"The decision 'to be selfish' and learn for myself has worked as I hoped it would- I am competent and certified in water quality testing, and that makes me more comfortable with bringing these techniques into the classroom. It also makes me mindful that I need to have students involved and be engaged in 'hands on.'"

In addition to making them feel more confident, these experiences reconnected teachers with their own love of science. Several participants expressed rediscovering both their love for the subject matter and for teaching it.

"This experience made me feel like a scientist! I had forgotten how much fun it is to use the scientific method to figure out a problem that you don't know the answer to! This feeling of 'I Love Science' can hopefully be transposed onto and into my students by allowing them to use the same methods that were allowed to use."

"We have had complete control over the project; this rarely happens in the school environment. Just having a sense of purpose has made a difference in the classroom-it reminds me of why I chose this profession- to teach and that teaching is supposed to be in learning."

Finally, teachers' self-image was influenced by the way they felt that their students were now reacting to them. The students were fascinated that their teachers were conducting science. Students expressed interest in what their teachers were doing, in the procedures they were using and in the results that they were obtaining. Many teachers shared their work with their students. Teachers said that they felt they had gained increased credibility and authenticity with their students.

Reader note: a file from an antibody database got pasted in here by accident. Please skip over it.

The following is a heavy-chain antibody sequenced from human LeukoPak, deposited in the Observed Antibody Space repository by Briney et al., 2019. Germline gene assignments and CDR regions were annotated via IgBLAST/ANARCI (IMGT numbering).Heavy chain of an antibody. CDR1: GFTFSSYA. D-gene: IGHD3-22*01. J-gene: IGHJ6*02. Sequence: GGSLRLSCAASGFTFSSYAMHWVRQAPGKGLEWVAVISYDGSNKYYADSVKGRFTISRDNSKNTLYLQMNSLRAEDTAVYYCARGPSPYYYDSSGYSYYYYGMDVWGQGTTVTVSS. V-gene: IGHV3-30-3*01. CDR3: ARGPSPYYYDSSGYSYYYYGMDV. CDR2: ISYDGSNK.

"I think doing my own research has given me more credibility."

"We are practicing what we're teaching. And it makes me have more authority and the kids look up to me and say, 'You give of you own time to do this..'"

"The decision to concentrate on ourselves as researchers has made me more confident in my teaching and has also given me a sense of pride that I am doing volunteer work for the environment, instead of just talking about it in class."

Change in teachers' role vis-á-vis students
Forty-four percent of those who carried out their own research and 45% of those who collected data for their ecologist's research mentioned changes in their relation to their students. None of those who focused on classroom innovation mentioned this. The difference on this dimension between those conducting research and those focusing on classroom innovation was striking.

Comments in this category centered on teachers' assuming the role of mentor or role model to their students. They modeled what the doing of science looked like. Part of the role definition of a teacher now included sharing their doing of science. This is clearly related intimately with the sense of increased credibility described above. In fact, this connection suggests that students' attitudes towards their teachers may play a significant role in making teacher change possible, a linkage that deserves more study.

"Isn't there an element in there somewhere when we're doing it (ecological research) that the kids look at us and they say 'you don't have to do this....' and we answer quite honestly, 'yeah , but I can do this also. ....We are practicing what we're teaching.'"

"We are doing our own research project. This has made me feel more involved with my surroundings...I can take my experiences back into the classroom to show how it relates to what we're doing"